Some recent research has investigated the best ways to facilitate awareness of cultural capital in academic settings. A 2015 study examined the practice of “debriefing” with an emphasis on understanding cultural capital in various college classrooms. The study found that a combination of individual reflection such as a written journal or silent time followed by a group debrief was optimal. They argue that collective debriefing sessions offer alternative viewpoints from peers with different schooling experiences, enhancing students’ understanding of the multiple ways that cultural capital can impact educational experiences and outcomes. Since the debriefing was mostly a discussion among the students, they were able to learn directly from each other. This proved more powerful than hearing the same information from a professor who is sometimes seen as the only expert in the classroom. Debriefing reaffirms that each student has a unique background and perspective that the rest of the group benefits from hearing. 

The best way to measure students’ awareness of their own cultural wealth would be to interview them directly. However, given the limitations of this summer project, I chose to study teachers’ and teaching artists’ documentation of their past CAPE classrooms to find activities and practices that promoted awareness of students’ cultural wealth. 

In many CAPE classrooms, modified versions of debriefing were used to keep students engaged and in conversation with one another, especially during remote classes. In one CAPE after-school program at Waters, debriefing and reflection were used to start and close out most sessions: 

“Because we also shared out substantially on the small events of our daily lives, the class quickly became a place to celebrate our individual interests, hobbies, and skills as artists and makers…students also came to understand that we, as students of Waters, of CAPE, and of drama, had created a distinct and powerful culture” 

When school systems use Bourdieu’s definition of cultural capital to inform their curriculums, they encourage assimilation through the consumption of traditionally valued media or arts. However, I’ve found that CAPE teachers use Yosso’s alternative framework of community cultural wealth by prioritizing student individuality and cultural background. In one CAPE dance class, teachers emphasized cultural difference and appreciation rather than imitation or assimilation:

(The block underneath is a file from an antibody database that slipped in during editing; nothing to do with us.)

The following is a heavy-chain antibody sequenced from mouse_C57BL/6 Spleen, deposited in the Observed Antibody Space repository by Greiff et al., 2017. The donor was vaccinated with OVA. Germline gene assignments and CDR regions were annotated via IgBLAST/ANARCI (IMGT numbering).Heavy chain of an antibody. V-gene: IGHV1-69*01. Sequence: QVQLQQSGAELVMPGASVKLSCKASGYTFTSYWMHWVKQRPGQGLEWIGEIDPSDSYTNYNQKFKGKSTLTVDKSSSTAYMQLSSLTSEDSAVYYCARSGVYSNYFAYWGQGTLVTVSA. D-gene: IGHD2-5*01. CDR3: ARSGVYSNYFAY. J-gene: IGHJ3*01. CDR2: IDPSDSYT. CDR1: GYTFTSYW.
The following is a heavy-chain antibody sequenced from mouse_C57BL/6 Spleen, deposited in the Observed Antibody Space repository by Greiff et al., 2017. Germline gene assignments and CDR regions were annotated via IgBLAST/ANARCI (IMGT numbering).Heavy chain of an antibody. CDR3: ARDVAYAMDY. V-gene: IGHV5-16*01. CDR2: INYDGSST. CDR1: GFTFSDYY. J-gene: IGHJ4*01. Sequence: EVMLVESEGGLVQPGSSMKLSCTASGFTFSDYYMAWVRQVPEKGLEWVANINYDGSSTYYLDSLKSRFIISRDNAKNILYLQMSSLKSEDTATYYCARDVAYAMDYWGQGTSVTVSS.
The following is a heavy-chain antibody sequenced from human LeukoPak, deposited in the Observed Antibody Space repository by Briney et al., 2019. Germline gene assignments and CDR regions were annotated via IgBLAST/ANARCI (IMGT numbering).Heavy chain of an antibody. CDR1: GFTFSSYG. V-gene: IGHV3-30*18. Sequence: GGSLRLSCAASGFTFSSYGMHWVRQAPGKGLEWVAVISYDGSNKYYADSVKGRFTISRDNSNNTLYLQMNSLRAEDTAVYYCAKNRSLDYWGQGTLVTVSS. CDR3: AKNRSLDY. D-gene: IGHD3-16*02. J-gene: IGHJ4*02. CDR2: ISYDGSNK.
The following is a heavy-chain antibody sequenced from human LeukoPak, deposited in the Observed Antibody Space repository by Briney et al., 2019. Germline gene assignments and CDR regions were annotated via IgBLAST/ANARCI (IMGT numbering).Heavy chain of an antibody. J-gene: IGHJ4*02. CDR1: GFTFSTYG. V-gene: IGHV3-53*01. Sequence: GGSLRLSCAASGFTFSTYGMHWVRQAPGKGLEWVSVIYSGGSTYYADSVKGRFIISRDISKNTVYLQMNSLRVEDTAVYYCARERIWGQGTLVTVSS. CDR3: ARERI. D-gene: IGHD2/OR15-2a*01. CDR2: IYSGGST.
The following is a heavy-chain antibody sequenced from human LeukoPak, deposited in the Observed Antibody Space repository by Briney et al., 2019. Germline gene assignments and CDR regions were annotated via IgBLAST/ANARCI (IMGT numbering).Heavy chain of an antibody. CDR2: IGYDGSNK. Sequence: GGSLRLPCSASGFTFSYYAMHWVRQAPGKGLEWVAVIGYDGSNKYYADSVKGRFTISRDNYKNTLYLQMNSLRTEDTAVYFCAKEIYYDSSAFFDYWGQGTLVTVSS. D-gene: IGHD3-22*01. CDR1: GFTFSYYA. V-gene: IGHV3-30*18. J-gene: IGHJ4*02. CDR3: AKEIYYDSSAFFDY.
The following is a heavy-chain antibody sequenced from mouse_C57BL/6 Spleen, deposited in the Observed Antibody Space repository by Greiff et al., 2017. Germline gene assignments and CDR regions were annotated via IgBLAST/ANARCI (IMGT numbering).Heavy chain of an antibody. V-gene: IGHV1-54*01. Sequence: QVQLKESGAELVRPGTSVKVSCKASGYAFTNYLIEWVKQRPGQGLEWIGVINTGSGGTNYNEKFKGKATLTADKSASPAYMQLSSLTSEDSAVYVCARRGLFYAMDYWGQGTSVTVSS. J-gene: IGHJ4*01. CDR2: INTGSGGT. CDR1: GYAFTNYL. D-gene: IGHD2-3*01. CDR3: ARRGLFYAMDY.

“We used this class…to talk about difference. Many of the dance and musical art forms were unfamiliar to us, so we noted those differences and highlighted the similarities. Our focus in the class was to be inspired by other people’s and communities’ ways of expressing themselves, rather than copying a culture that we might not have a relationship to besides our class time.”

One of my favorite examples of awareness of community cultural wealth was in a series of poems that students wrote in a class at Telpochcalli. Their works were inspired by the poet Sonia Sanchez who celebrates children’s voices and marginalized identities.

One student wrote:

Our voice can say what we like

Our voice can say what we don’t like

Our voice can say what’s right

Our voice can say what’s not right

Our voice can overcome the bad

Our voice can

Our voice 


This student uses the plural “our,” even ending the poem with the word ‘our.” Instead of focusing on a singular voice, the student celebrates the power of a collective voice, indicating an awareness of their own cultural capital, specifically familial and social capital. 

The CAPE 2019-2020 programs that I reviewed for this project have promoted student awareness of cultural capital by structuring class around creative projects with time for debriefing and reflection. These practices celebrate students’ individuality and the inherent value of their unique backgrounds and personal values. Students bring so much wealth to CAPE’s classrooms, and it is essential that they are aware of this wealth.